The official Thailand currency is the baht, which consists of 100 satang. One baht is worth approximately four cents in Australian dollars, with an average meal costing around 150 baht. In 1897, Prince Mahisorn devised the decimal system which King Chulalongkorn used to replace a previously more complicated system. It was this decimal systems that established the one baht equivalent of 100 satang. However, coin denominations were still issued in the older units up until 1910, with 25 satang (cents) and the corresponding coin still known as the salueng.
Thailand currency is comprised of coin denominations that range from 1 satang to 10 baht and banknotes that start at 20 baht and go as high as 1000 baht. Coin denominations are 1 satang, 5 satang, 10 satang, 25 satang, 50 satang, 1 baht, 2 baht, 5 baht and 10 baht. Coins range in physical size and are made from aluminium and magnesium compounds, aluminium bronze, copper plated steel and nickel plated steel. Each coin features the likeness of King Bhumibol Adulyadej on one side and a rendering of iconic temples throughout the country on the other.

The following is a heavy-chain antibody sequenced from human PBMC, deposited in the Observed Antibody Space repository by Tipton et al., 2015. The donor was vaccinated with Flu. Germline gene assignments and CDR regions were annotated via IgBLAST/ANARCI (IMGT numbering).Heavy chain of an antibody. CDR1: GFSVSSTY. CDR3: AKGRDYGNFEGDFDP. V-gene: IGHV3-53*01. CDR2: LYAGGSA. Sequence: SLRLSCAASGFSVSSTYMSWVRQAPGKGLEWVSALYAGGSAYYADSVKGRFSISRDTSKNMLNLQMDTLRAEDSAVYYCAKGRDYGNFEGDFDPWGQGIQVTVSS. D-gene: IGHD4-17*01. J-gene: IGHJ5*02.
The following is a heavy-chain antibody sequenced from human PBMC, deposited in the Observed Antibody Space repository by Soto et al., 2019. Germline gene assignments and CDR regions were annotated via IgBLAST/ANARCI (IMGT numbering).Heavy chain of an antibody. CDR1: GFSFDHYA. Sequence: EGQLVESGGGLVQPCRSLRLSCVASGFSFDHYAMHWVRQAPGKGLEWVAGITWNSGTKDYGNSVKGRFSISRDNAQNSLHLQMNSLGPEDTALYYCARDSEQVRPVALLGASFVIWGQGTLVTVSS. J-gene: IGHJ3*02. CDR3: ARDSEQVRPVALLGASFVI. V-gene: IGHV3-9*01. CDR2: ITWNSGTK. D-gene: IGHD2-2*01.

Thailand currency also features banknote denominations of 20 baht, 50 baht, 100 baht, 500 baht and 1000 baht. All notes feature the King Bhumibol Adulyadej on one side and are colour coded. The 20 baht is green and features King Ananda Mahidol (Rama VIII) on the reverse while the 50 baht is blue and features King Mongkut (Rama IV) on the reverse. The 100 baht is red and features King Chulalongkorn (Rama V) and King Vajiravudh (Rama VI) on the reverse while the 500 baht is purple and features King Nangklao (Rama III) on the reverse. Finally, the 1000 baht is brown and features King Bhumibol Adulyadej; Pa Sak Jolasid Dam on the reverse.